CORNELIUS, N.C. — He was always the mystery man in the middle, 00 on a team where 33 drew the spotlight and 32 the laughs, a proudly impassive, hugely talented, ever elusive presence.
Robert Parish, “The Chief,” rarely talked to the media and never hung around with Celtics teammates after a game. Associates say he would not answer his phone, letting messages go to voicemail. After leaving the team in 1994, he let his connection to the Green fray and fade, even to the point of selling off his 1986 world championship ring for spending money.
So it was a surprise when this resolute loner picked up the phone at his home in North Carolina on the third ring.
“People shouldn’t feel sad; they should help me get a job,” said the Hall of Fame center with the deep voice on the other end. “I need a coaching job in the NBA. I’m restless and I need money. ”
At 8 the following morning, a jovial Parish, looking as if he could still hit that rainbow jumper over Kareem Abdul-Jabbar, stretches out on an enormous couch, sips mineral water, and answers questions for nearly two hours.
Parish, 59, said that Bird and McHale, both of whom have held coaching and front office jobs in the league (McHale is the coach of the Houston Rockets), have done nothing to help him in his quest to return to the NBA, although he says he has reached out to them. He calls his Hall of Fame teammates “acquaintances.”
“In my case, I don’t have any friends,’’ Parish said. “I saw Kevin at an event; he said he was going to call me. He never called. I called Larry twice when he was at the Indiana Pacers; he never returned my call. And not just Larry. Across the board, most NBA teams do not call back. You need a court order just to get a phone call back from these organizations. I’m not a part of their fraternity.”
Bird has a rather different recollection. Traveling, he sent a concise text in response to questions from the Globe: “Robert never called me for a job. Period.”
McHale, for his part, expressed remorse in a voicemail. He said he tried to hire Parish when he was in Minnesota, but “I went back and checked . . . we were actually reducing spots at the time. Then I was let go from Minnesota.”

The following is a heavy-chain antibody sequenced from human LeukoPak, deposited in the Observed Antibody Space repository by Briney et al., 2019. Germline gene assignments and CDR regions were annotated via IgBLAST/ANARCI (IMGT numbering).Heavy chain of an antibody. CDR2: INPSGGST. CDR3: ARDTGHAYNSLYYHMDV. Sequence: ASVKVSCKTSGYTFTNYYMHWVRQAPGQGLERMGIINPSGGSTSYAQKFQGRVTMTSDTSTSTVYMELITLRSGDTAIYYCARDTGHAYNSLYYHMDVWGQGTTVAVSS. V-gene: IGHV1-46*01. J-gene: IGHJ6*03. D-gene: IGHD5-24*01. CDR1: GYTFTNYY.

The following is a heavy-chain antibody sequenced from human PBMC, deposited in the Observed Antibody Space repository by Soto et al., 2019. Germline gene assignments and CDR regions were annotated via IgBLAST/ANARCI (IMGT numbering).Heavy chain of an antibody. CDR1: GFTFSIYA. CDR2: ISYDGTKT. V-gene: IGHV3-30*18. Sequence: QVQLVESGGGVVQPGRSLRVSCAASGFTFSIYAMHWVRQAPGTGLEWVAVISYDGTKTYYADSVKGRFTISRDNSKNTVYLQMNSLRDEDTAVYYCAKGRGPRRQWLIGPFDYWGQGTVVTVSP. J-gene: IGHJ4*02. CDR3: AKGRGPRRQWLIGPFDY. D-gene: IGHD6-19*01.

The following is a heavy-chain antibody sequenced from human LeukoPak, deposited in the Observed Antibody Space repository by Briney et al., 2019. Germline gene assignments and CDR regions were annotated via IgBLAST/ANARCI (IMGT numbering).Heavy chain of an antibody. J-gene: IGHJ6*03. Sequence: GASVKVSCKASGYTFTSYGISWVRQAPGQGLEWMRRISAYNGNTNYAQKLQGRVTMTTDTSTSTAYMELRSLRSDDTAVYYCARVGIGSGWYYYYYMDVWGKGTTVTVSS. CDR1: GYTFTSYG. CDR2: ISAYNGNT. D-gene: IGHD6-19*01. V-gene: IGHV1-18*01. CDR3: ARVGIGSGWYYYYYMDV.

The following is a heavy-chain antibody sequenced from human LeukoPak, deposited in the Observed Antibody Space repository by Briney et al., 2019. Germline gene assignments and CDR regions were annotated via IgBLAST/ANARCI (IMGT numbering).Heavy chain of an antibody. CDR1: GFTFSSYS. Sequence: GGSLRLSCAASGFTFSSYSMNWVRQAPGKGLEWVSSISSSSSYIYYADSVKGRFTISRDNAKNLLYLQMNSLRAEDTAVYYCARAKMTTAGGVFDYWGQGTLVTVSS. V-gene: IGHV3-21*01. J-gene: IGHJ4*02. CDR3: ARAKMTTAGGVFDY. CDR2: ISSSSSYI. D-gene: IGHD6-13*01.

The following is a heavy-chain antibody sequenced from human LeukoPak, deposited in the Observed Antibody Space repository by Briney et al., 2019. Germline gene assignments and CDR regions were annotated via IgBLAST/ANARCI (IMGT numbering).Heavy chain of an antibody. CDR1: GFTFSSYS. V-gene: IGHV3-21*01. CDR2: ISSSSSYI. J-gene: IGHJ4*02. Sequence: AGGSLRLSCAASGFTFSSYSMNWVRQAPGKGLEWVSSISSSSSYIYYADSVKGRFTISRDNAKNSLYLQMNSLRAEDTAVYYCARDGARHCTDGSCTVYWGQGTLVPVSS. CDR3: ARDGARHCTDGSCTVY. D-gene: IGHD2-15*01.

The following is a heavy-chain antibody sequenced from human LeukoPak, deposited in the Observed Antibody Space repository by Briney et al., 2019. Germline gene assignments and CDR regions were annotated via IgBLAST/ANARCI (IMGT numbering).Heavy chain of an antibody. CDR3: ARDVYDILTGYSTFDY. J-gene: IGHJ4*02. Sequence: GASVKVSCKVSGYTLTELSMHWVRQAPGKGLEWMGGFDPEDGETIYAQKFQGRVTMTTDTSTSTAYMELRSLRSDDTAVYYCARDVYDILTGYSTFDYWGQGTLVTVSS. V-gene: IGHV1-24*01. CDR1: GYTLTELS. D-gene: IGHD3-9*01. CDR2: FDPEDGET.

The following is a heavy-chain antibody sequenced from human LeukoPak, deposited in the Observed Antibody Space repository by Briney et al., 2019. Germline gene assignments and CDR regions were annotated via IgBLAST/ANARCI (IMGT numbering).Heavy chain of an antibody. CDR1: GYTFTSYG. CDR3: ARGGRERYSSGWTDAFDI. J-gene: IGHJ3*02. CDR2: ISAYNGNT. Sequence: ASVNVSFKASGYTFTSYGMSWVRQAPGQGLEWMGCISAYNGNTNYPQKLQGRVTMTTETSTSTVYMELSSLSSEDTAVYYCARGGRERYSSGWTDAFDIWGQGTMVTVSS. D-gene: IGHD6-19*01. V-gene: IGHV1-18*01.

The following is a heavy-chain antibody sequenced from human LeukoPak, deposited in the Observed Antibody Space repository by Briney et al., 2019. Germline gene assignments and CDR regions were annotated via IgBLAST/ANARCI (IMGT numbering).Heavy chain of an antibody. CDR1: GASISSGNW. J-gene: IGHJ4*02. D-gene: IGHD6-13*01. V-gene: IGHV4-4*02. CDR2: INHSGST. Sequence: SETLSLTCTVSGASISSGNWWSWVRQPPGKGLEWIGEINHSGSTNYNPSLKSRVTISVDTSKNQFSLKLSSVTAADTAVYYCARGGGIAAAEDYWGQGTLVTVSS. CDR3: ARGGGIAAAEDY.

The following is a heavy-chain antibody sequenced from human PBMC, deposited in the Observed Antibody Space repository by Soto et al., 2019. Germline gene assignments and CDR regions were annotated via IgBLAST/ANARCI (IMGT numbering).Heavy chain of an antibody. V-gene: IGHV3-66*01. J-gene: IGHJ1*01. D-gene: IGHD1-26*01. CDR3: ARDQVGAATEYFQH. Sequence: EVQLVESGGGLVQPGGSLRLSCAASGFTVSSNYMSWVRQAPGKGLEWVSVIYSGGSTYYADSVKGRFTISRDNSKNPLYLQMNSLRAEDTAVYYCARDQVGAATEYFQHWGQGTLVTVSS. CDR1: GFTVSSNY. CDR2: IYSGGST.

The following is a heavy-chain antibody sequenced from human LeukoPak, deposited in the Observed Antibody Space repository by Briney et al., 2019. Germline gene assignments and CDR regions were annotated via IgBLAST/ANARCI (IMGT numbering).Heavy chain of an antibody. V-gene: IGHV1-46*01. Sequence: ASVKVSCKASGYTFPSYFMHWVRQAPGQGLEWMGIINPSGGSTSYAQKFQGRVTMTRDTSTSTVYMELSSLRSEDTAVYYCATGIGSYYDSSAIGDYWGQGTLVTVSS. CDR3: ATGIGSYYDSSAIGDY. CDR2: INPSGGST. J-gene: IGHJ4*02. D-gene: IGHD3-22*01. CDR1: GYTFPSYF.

He says he saw Parish later, when McHale worked for TNT.
“I feel terrible about the whole thing, but I just didn’t have a position,’’ McHale said. “I would have loved to have hired Robert if something would’ve came up.”
Parish said he never called former teammate and Celtics president of basketball operations Danny Ainge directly, but he has talked to the Celtics.
“You would think Danny would’ve stepped up and said something,’’ he said. “I think he’s got a little pull with the organization. But I didn’t take it personal. I understood.’’
He won championships with these guys, so why no love?
“I know it’s hard to believe,” he said with a shrug, “But trust me, that’s right.”
Pressed for a further explanation, he answered, “I don’t know. I would not consider myself part of Larry’s inner circle, like he’s not in my inner circle. Same thing with Kevin. He’s not in my inner circle; I’m not in his inner circle. Same thing with Danny. You know we respect each other. We had the camaraderie, obviously, collectively, on the team because of our success on the court. But off the court, you know, we weren’t hanging out going to dinner, drinks, going to the movies, double dating, whatever you wanted to do. We weren’t doing any of that.”
Parish is pressed on his relationship with Ainge.
He responds by reaching back in time, telling a story about how Celtics president Red Auerbach and coach K.C. Jones once asked him to take fewer shots because Dennis Johnson and Ainge wanted more scoring opportunities. The Chief readily agreed.
“Danny is selfish, even after I made the sacrifice for him and DJ, he still asked to be traded.’’
Parish said that Bill Walton, whom he calls “the most honest person I ever met, besides my parents,” has given him some realistic advice.
“He said most teams are not going to call you back, it’s not personal, it’s protocol. Don’t take it personal, don’t be insulted by it. It’s just the way it is.”
Several years ago, his representatives reached out to all 30 NBA teams. Only two called him back. Now he’s trying harder. “I’ve been guilty of that, too, not returning phone calls.’’ he said. “We all have. “
He says he’s not angry at his teammates, either.
“I have never sat here and said those [expletive] didn’t call me back. Not one time. I am very proud of this fact.”
Named one of 50 greatest
Nobody played in more NBA games than the Chief. He was inducted into the Hall of Fame in 2003 and had been named one of the 50 Greatest Players in NBA history in 1996. Continued...